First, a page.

The audience—and the words— were carefully chosen for maximum impact. In a speech to influential American businessmen last week, International Trade Minister Pat Carney stated flatly that Canada-U.S. relations would suffer unless Washington curbs what she called its protectionist “fever.” A recent $550-million U.S. duty slapped on Canadian softwood lumber imports, she told the New England-Canada Business Council in Boston, had undermined support among Canadians for the free trade talks—and unless it was amended, Ottawa would take strong action. The decision to impose the duty, she added, “raises questions in the minds of Canadians about the feasibility of seeking better relations with the United States.”
The minister made her tough speech amid a flood of protectionist measures passed in Washington. Two weeks ago the U.S. commerce department imposed a preliminary 15-per-cent countervailing duty on $3.8 billion in Canadian softwood lumber exports, charging that Canada unfairly subsidized its lumber industry. Ottawa, the provinces and the forest industry last week pledged to fight that tariff, but the commerce department may still uphold the ruling when it announces its findings by Dec. 30. Meanwhile, President Ronald Reagan last week signed a law that will clamp a $200-million customs surtax on all Canadian exports to the United States. And a panel of the U.S. International Trade Commission prepared to open an inquiry into the impact on the U.S. market of Canada’s $500-million annual trade in cattle and beef.
Despite those trends, officials in Prime Minister Brian Mulroney’s office remained optimistic that they can curb the protectionist pressures with a strong presentation to the commerce department. The softwood lumber duty “is a dumb judgment,” declared a PMO official.
The determination to overturn the softwood lumber duty preoccupied the Mulroney government last week. Carney said that the judgment was both “artificial and contrived.” And she forged a united front with provincial, industry and labor representatives at a meeting in Toronto. The minister vowed to use all legal and diplomatic channels to fight the duty—and she insisted that Canada will not try to negotiate a compromise until those avenues are exhausted. Advisers to Carney told Maclean ’s that she hopes to reverse the tariff, or at least drive it down to between nine and 12 per cent. As Carney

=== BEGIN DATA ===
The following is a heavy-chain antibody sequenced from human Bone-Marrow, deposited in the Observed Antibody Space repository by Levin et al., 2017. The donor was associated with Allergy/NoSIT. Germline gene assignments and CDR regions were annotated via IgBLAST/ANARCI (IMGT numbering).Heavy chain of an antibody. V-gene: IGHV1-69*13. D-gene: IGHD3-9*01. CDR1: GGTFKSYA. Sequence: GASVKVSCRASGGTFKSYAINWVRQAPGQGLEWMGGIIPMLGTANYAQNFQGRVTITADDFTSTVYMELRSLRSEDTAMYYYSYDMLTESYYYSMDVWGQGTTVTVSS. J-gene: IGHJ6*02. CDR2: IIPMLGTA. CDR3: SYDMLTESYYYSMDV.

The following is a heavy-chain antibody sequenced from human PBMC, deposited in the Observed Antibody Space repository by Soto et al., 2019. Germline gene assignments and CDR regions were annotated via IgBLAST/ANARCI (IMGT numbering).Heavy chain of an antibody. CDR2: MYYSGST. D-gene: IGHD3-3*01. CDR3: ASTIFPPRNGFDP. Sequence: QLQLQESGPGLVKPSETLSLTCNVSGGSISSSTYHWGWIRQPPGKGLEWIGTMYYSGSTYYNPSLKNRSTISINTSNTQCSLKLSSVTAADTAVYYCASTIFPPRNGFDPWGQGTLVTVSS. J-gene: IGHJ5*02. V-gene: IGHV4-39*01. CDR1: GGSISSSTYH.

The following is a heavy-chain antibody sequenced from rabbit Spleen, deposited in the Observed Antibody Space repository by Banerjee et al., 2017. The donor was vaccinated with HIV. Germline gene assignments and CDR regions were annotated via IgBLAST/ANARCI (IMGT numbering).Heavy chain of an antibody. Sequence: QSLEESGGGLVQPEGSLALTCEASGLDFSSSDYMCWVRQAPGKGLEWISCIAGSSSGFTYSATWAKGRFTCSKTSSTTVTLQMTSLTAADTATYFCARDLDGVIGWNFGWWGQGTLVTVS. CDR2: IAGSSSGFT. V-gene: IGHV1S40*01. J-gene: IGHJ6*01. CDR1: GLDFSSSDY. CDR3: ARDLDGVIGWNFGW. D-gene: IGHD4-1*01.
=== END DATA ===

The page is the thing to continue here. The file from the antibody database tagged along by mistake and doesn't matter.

said to the New England businessmen, “We view it as an unacceptable attempt to impose U.S. views on how other governments should manage their natural resources. This is an attack on our sovereignty.”
Despite that resolution, representatives of the U.S. lumber industry maintained last week that the commerce department will probably increase the 15per-cent tariff to 32 per cent in its final ruling. And they added that Canada
hurt its own case when it voluntarily offered to raise its lumber prices in the United States by about 10 per cent last month. Alan Wolff, the Washington trade lawyer who represents the U.S. softwood lumber coalition, said that Canadians do not realize that the subsidy problem is real—and not an election-year gimmick. Added Wolff: “The Canadian position now seems to be: we’ll take our chances with fighting this out instead of trying to resolve a problem.” PMO officials said that Carney offered to in-
crease the lumber price because both the British Columbia government and the industry suddenly realized late last summer that the commerce ruling might well go
£ against them, and they i decided they should sue
§ for peace. Now that the
adverse ruling is in, Carney has decided that Canada should do all it can to win the next round.
But while Carney marshalled her forces, she had to confront yet another disturbing U.S. trade measure. Last week Reagan signed the customs surtax into law. The measure imposes a 0.22per-cent user fee on the value of all imports in 1987 and a maximum fee of 0.17 per cent over the following two years. Based on current Canadian exports of $95 billion, it will force Canadian shippers to pay a surtax of more than $200 million next year. U.S. trade officials pointed out that Reagan could not veto the surtax because it was part of an omnibus bill that included vital budget measures. But Carney has pledged to take “appropriate action,” including a formal complaint this week to the Geneva-based General Agreement on Tariffs and Trade. The impact of the measures could go beyond damage to the delicate trade talks. As Ontario Premier David Peterson put it last week, the ongoing trade feud “has clearly put our relationship with the United States in pretty rocky shape.”
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